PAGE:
In case you are wondering, I was talking to my jeans, my jeans of 6 and a half years that I had to retire from active service this past month. We were together almost everyday during that time. The only exceptions were days with weddings, funerals and thesis defense occurring during their course and hot summer days in Florida spent close to some water body and far away from air-conditioners (the Atlantic Ocean, the Gulf of Mexico, Lake Wauberg, Ichetucknee river etc). As you can imagine, these were few and far between.

This pair of jeans was not the first one I ever had. But this is the first time I am bidding an emotional farewell to one. Now, why is that? It is because this is my “grad student jeans”. Before this, I had had a pair in high school and a pair in college. But then, it was not the same thing. In India, I had really cheap ones that I would now not call jeans at all, I wore them infrequently and then committed what I would now consider a crime of sorts, I washed and ironed them between wears! How na├»ve I was then!

And then, one day I went to grad school. I discovered that I had no time to do laundry. That was now designated a once in three weeks or even once in a month activity that you undertook only when your entire closet was in your hamper and you had no choice but to do it. I discovered that jeans are extraordinarily comfortable things if you just “broke them in”, something which takes you a week of wearing everyday to achieve, after every wash. And so I got hooked, to the pleasure of living in my pair of unwashed jeans. Once you discover this pleasure, you feel awkward wearing anything else. That is the beginning of the bonding. If you have felt it, you know what I am talking about.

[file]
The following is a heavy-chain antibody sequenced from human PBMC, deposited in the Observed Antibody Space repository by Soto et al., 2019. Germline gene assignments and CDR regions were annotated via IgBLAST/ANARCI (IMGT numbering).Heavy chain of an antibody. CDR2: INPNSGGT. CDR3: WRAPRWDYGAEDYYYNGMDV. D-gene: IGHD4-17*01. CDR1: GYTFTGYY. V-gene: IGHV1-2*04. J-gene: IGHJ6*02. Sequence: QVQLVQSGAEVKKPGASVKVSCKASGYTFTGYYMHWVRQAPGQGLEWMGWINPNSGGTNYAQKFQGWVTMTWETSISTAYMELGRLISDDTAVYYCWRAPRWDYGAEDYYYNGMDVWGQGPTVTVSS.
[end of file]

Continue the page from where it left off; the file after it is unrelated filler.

And so I wore my jeans day in and day out. It began to fray in various places. This did not bother me. It almost completely lost color in parts. I did not even notice. A belt loop broke. I ran all the way to Ada’s tailoring the day this happened, paid what must have been close to 50% of the jeans’ original price and got it fixed. It was a given in my life that otherwise consists of what is known as the “Apartment, Department, Advisor, Budweiser” Routine. My jeans, my darling jeans.